Shaving with water only

There’s a touch of heresy floating around the double-edge-blade shaving web: you don’t really need lather to shave. It’s relevant here because double-edge blades can be had without plastic.

Heresy because some of the cachet to double-edge shaving is the equipment — the obvious, but also brushes, mugs, soap, lotions and mirrors — that makes it something of a hobby rather than a dreary daily requisite. And a cozy, masculine indulgence. And the quality of the shave is, in my experience, better than what I used to have with plastic cartridges and canned foam. (Yes, I have a beard but I have an equal surface area that does need shaving: neck and upper cheeks.)

I used to use a (plastic) bottled shaving soap, but wanted to phase that out. Most commercial bar (disc?) shaving soaps are overperfumed or leave me feeling greasy in D.C.’s hard water. Ordinary bar soap is too drying.

Folk legend suggests — I have no reliable citation — Albert Einstein used nothing but water because that — and not the foam — softens whiskers. That’s right. I shave right out of the shower, or in a pinch after softening my face with a hot towel. I use the washcloth to keep my face wet and rinse my blade frequently. I cut myself no more than before (that is, infrequently) and clean up is, of course, much easier.

Getting the shaving brush

My male office-mates know I’m an advocate of double-edge razors: they save money, plastic and provide a superior shave.

Martin Higgins (Plasticless.com) had a post today about safety razors — but if you see the one he notes, avoid it; I got one and it’s awful — and the subject of shaving brushes came up in the comments.

And further, what if you want a brush that’s plastic-free and animal-free? Well, tough. It’s one way or another. And given the choice, I’ll take a brush with plastic and no animal bristles. (I also wear plastic, leather-free shoes.)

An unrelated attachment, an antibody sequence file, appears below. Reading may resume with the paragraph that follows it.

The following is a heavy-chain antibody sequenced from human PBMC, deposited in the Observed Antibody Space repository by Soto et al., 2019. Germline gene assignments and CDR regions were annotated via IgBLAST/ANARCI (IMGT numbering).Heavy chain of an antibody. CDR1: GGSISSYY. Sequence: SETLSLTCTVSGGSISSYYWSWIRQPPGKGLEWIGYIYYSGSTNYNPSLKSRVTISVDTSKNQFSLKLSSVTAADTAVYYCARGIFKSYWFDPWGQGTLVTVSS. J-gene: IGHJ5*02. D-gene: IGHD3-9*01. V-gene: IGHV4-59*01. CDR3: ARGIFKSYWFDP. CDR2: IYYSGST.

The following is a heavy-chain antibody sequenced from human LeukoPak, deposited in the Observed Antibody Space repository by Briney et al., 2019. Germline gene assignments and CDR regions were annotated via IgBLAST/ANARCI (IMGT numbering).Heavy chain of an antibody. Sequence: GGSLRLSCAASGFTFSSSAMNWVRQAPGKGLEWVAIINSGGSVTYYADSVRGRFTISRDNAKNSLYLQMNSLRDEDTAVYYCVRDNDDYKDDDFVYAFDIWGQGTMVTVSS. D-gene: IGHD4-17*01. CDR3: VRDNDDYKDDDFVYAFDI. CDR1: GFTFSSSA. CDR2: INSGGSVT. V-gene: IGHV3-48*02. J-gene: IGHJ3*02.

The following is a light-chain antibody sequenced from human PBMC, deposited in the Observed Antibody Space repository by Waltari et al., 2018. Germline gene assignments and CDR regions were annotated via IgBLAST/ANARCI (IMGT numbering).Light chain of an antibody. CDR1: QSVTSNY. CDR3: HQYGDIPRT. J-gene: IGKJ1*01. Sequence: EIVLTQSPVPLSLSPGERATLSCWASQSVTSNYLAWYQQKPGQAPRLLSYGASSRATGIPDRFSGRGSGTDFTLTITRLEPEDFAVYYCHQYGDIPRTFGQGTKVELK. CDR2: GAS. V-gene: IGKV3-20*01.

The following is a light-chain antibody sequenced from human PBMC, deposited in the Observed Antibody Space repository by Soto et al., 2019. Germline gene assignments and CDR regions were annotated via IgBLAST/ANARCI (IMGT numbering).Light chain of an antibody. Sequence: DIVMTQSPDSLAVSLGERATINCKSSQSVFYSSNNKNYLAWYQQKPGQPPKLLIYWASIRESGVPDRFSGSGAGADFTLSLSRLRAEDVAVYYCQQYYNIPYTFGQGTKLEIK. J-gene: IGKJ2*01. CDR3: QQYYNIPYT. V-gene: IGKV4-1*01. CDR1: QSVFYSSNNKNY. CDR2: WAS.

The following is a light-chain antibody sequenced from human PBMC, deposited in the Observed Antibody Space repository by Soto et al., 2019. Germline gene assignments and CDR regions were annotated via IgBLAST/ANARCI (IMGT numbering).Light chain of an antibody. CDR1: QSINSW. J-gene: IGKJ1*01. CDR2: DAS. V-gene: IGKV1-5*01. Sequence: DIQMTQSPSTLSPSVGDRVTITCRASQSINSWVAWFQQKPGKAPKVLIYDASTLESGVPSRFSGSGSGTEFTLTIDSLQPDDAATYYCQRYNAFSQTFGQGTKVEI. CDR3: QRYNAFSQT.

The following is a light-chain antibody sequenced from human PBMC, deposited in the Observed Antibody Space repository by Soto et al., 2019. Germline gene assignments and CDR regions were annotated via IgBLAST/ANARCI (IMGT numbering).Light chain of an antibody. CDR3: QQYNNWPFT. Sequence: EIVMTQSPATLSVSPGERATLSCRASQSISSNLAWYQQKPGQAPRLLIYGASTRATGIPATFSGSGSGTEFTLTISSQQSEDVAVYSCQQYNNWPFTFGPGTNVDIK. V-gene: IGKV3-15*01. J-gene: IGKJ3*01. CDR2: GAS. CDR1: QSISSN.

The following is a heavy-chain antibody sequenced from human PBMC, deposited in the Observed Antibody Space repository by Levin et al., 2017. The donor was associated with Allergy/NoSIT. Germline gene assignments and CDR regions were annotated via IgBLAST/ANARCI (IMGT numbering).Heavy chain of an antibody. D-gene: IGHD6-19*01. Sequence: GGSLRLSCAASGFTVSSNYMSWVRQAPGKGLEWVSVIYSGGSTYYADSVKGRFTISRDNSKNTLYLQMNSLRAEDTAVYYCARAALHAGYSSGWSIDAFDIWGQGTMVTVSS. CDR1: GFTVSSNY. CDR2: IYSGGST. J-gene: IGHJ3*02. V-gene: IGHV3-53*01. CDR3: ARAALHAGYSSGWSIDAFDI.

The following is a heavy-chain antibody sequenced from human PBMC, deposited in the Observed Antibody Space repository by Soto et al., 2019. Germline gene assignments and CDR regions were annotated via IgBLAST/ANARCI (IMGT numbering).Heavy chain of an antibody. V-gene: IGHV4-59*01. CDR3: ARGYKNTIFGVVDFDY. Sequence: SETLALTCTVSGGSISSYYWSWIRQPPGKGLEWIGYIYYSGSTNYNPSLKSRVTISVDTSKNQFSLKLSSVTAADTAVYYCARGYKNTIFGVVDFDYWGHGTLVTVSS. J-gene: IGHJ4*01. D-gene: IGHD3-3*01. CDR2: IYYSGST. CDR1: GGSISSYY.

Fortunately, the Body Shop has one with synthetic bristles (read: plastic) and a wooden handle, which makes up for the plastic handles they usually have.

Make your own deodorant

Next to shampoo, the Deodorant Question looms the largest in the world of the seriously plastic-free. And somewhere in my head I made the calculation and thought “that’s too far.” I can zap plastic in other parts of my life before I go there. Thus LowPlastic.com.

But I’m sympathetic enough (and frugal and wary of toxins) to pass along an idea if someone else can make something of it. Queercents — a lesbian, gay etc. etc. finance blog; gave a transman article on affordable testosterone, for instance — recently ran an article by Elizabeth (no surname given) who makes her own toiletries.

Her research and experiments came to some counterintuitive conclusions, so I recommend you read the whole thing. You’ll end up with a two-fer! And it’s not a messy lotion-type concoction like your grandparents might have suffered.

DIY Experimenting: Making Deodorant

My shampoo solution

I have basically two kinds of readers here: serious plastic reduction folk, and co-workers. (Hi gang!) The later group might not understand how seriously some of the former take the issue of not using commercial shampoos, which includes the plastic bottle and for some the chemicals included. The baking-soda-and-vinegar alternative didn’t appeal, and it’s not because I’m afraid of either. (I clean my teeth with one, the mirror with the other.)

I was prepared to keep using plastic-bottled shampoo because — must I say it? — dandruff. Which, as it turns out two doctor-visits ago, is really some kind of allergic thingy and not the garden variety. Since over-the-counter zinc and selenium shampoos weren’t cutting it, I decided to change tack and that — mirabile dictu! — got me away from plastic.

I bought a bar of Grandpa’s Wonder Pine Tar Soap: a Tootsie Roll-colored cake in a cardboard box. No plastic. Now, its maker is very keen to couch any claims of treating skin ailments as folklore and with deep caveats. But I also wasn’t convinced that people buy it for the scent, which is not unlike the smell of leaves burning. Not bad, but not great. I made a lather in my hands and worked it in wet hair. It tingled just for a moment the first time, but not long and not since. And dang if the flaking came to an almost complete end after two, perhaps three days. Seriously. (And of course, your experience might be completely different.) And it doesn’t itch nearly as much.

Now, as to my hair. The soap is drying, but I find if I use it to wash my scalp and treat the cleaning of the hair as an afterthought, the dryness is lessened. Of course, the weather has been very dry, my hair was far longer than usual when I started (which probably explains some flyaways) and I’ve stopped using any product. (I should probably resume; a pomade perhaps.)  If you smelled my hair — nose on head — you’d smell the pine tar. But with my nose several inches from my scalp, I’ve never noticed it.